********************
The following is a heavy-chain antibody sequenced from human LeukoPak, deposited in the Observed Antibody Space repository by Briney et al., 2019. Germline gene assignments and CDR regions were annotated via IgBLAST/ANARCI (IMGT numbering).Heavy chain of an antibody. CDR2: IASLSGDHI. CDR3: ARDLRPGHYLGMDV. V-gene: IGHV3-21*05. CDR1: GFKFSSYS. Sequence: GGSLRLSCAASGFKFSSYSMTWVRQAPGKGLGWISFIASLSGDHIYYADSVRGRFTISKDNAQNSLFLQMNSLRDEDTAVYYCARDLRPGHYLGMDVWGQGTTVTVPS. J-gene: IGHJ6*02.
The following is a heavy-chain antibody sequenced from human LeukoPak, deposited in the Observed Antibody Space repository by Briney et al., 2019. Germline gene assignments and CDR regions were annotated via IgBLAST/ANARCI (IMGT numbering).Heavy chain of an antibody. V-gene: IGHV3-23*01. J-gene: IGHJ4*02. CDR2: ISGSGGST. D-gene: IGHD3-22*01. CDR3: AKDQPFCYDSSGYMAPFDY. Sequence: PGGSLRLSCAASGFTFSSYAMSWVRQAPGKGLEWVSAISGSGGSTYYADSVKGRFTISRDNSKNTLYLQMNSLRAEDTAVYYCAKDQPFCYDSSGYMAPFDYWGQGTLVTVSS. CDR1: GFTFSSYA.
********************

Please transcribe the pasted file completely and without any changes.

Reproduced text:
The following is a heavy-chain antibody sequenced from human LeukoPak, deposited in the Observed Antibody Space repository by Briney et al., 2019. Germline gene assignments and CDR regions were annotated via IgBLAST/ANARCI (IMGT numbering).Heavy chain of an antibody. CDR2: IASLSGDHI. CDR3: ARDLRPGHYLGMDV. V-gene: IGHV3-21*05. CDR1: GFKFSSYS. Sequence: GGSLRLSCAASGFKFSSYSMTWVRQAPGKGLGWISFIASLSGDHIYYADSVRGRFTISKDNAQNSLFLQMNSLRDEDTAVYYCARDLRPGHYLGMDVWGQGTTVTVPS. J-gene: IGHJ6*02.
The following is a heavy-chain antibody sequenced from human LeukoPak, deposited in the Observed Antibody Space repository by Briney et al., 2019. Germline gene assignments and CDR regions were annotated via IgBLAST/ANARCI (IMGT numbering).Heavy chain of an antibody. V-gene: IGHV3-23*01. J-gene: IGHJ4*02. CDR2: ISGSGGST. D-gene: IGHD3-22*01. CDR3: AKDQPFCYDSSGYMAPFDY. Sequence: PGGSLRLSCAASGFTFSSYAMSWVRQAPGKGLEWVSAISGSGGSTYYADSVKGRFTISRDNSKNTLYLQMNSLRAEDTAVYYCAKDQPFCYDSSGYMAPFDYWGQGTLVTVSS. CDR1: GFTFSSYA.